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Tree Cover

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Trading One Bad Map for Another?

"Earlier this month, the social studies classrooms of Boston Public Schools underwent a slight but significant change in decor. Down came the Mercator Projection—a common choice of world maps for schools—which distorts the size of each land mass but keeps continental shapes intact. Up went a different map, the Peters, which stretches out the world in order to give each continent a proportionally accurate amount of room. On the Peters, Canada—so huge on the Mercator—shrinks to its proper size, while Africa, which the Mercator shows shrunk and jammed beneath a too-large Europe, stretches out."

Natural Earth

"Natural Earth is a public domain map dataset available at 1:10m, 1:50m, and 1:110 million scales. Featuring tightly integrated vector and raster data, with Natural Earth you can make a variety of visually pleasing, well-crafted maps with cartography or GIS software."

How does GPS work?

The Global Positioning System (GPS) is a network of about 30 satellites orbiting the Earth at an altitude of 20,000 km. The system was originally developed by the US government for military navigation but now anyone with a GPS device, be it a SatNav, mobile phone or handheld GPS unit, can receive the radio signals that the satellites broadcast.

Wherever you are on the planet, at least four GPS satellites are ‘visible’ at any time. Each one transmits information about its position and the current time at regular intervals. These signals, travelling at the speed of light, are intercepted by your GPS receiver, which calculates how far away each satellite is based on how long it took for the messages to arrive.

Balmville Tree Springs Back To Life.

"Local folklore has it that the tree grew when George Washington planted his walking stick while he and the Continental Army were encamped in nearby Newburgh during the final years of the Revolutionary War but core samples of the tree have dated its growth to 1699, well before American independence. Franklin Roosevelt often came to visit the tree."

The tree was cut down in 2015 when it was in terminal decline and ready to collapse on the road and surrounding houses. This summer though, the energy in the roots have allowed it to spring new branches and come back alive. While not uncommon for a large cut tree to do this, it's still a wonderful story of rebirth.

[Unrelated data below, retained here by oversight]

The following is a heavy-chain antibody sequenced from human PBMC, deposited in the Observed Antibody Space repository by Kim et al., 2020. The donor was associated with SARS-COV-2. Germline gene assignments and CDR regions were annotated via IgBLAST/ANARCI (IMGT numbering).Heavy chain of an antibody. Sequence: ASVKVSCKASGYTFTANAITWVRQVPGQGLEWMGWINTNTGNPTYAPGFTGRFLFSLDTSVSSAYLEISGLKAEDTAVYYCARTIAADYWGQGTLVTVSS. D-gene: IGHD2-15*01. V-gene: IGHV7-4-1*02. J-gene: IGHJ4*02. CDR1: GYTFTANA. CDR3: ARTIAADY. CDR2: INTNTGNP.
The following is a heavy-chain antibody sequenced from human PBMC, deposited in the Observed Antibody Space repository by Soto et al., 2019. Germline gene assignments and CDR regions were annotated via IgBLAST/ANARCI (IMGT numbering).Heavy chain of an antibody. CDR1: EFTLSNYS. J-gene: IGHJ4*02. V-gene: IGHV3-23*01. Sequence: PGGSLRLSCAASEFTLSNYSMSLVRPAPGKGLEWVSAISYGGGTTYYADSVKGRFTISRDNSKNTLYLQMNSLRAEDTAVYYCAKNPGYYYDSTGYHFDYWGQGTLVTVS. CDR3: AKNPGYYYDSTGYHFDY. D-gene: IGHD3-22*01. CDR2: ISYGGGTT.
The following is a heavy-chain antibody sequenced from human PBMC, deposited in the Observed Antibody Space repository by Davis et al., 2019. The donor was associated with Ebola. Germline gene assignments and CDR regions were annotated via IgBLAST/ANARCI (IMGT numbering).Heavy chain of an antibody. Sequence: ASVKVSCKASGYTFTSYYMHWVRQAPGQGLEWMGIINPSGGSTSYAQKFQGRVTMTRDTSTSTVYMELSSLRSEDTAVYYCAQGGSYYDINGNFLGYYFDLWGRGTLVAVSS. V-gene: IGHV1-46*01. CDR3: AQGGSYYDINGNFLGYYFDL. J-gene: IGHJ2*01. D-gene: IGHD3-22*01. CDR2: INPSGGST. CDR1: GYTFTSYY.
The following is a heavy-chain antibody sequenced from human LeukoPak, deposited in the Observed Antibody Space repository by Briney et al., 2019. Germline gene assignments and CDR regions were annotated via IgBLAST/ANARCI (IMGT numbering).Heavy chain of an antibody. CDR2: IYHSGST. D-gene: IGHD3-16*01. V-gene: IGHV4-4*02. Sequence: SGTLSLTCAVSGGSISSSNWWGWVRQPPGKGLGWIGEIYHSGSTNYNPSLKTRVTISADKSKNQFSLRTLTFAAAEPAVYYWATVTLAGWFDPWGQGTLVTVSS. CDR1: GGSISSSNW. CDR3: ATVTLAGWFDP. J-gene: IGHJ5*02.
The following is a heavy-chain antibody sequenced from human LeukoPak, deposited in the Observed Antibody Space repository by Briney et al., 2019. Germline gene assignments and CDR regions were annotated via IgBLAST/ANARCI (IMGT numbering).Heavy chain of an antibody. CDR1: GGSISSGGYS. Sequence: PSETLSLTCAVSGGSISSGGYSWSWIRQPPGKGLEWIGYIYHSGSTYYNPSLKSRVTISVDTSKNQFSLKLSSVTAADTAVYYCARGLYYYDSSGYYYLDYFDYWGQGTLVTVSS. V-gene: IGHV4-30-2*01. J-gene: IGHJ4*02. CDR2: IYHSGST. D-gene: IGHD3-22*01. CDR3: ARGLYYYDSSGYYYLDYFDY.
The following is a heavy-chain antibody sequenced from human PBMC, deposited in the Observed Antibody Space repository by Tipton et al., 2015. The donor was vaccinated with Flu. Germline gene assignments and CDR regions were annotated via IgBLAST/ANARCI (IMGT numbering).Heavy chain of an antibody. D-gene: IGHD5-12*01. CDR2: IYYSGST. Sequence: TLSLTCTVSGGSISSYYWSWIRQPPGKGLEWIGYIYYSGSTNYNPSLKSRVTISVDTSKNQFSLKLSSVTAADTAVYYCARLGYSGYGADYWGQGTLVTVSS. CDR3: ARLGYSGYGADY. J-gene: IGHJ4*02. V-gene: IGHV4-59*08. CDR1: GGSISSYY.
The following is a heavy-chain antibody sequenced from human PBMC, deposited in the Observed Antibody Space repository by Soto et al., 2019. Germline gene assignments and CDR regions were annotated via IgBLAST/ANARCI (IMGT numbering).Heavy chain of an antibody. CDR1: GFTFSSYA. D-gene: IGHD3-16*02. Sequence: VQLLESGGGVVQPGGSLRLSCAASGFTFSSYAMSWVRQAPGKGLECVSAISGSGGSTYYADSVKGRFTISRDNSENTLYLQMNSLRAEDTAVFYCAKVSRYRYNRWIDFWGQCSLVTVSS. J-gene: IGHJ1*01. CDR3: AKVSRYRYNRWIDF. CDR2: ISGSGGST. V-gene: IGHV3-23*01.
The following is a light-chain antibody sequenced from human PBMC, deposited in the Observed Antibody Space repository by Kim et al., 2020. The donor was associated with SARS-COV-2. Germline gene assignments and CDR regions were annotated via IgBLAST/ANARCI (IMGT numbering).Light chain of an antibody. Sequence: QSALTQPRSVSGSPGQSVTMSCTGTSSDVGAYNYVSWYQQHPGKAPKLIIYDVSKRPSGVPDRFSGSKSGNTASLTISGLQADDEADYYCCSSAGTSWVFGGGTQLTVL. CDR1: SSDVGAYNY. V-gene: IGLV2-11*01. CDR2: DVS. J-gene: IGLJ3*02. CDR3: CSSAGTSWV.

I often need zero-centered color ramps in QGIS. Here is how to quickly make them:

  1. Open up the Layer Styling Dialog.
  2. Select the column you want to use and number of classes.
  3. Select the color ramp you want to use — typically a two or three color ramp — such as green-white-red or blue-white-red.
  4. Click classify.
  5. Note the highest or lowest value in the classes (such as -152 or 80).
  6. You will want to use the largest absolute value — in this case -152.
  7. Put in the column box, rand(-152, 152) and click classify. If you a using a simple shapefile without many objects, you may have to expand the range slightly, e.g. rand(-200,200), to ensure a full ramp is generated.
  8. Select the column you want to use. Do not click classify.
  9. You will now have a nice, zero centered, balanced color ramp for displaying your data.

Transit: The GPS Forefather.

One of the great questions faced by man kind -- but only recently answered conveniently and accurately -- is where am I? From precision agriculture to ship navigation to bus systems to navigation systems in cars, the answer to this question has solved many problems for mankind.

It wasn't all that long ago -- maybe 5 or 10 years ago -- when the average person couldn't just pull a cellphone out of their pocket, and find out their exact location down to 10 feet from their cellphone. Now such technology is common place.

The Transit Satellites, the first successfully launched today in 1960, started to answer that question. The transit satellites were primitive technology compared to the modern GPS satellites, but a necessary first step in man answering the question -- where am I?


Michael Minn's QGIS plugin adds a lot of great features to QGIS like export of KML files with the color table and attributes attached -- among other features.

The plugin is good but not perfect for KML exports, but it's remarkably helpful.

I'm honestly thinking about hacking the KML export options to make better KML exports (like transparency by default). I'm not a PyQGIS or KML expert but I think I could make it better -- and that's the spirit of open source software. We will see.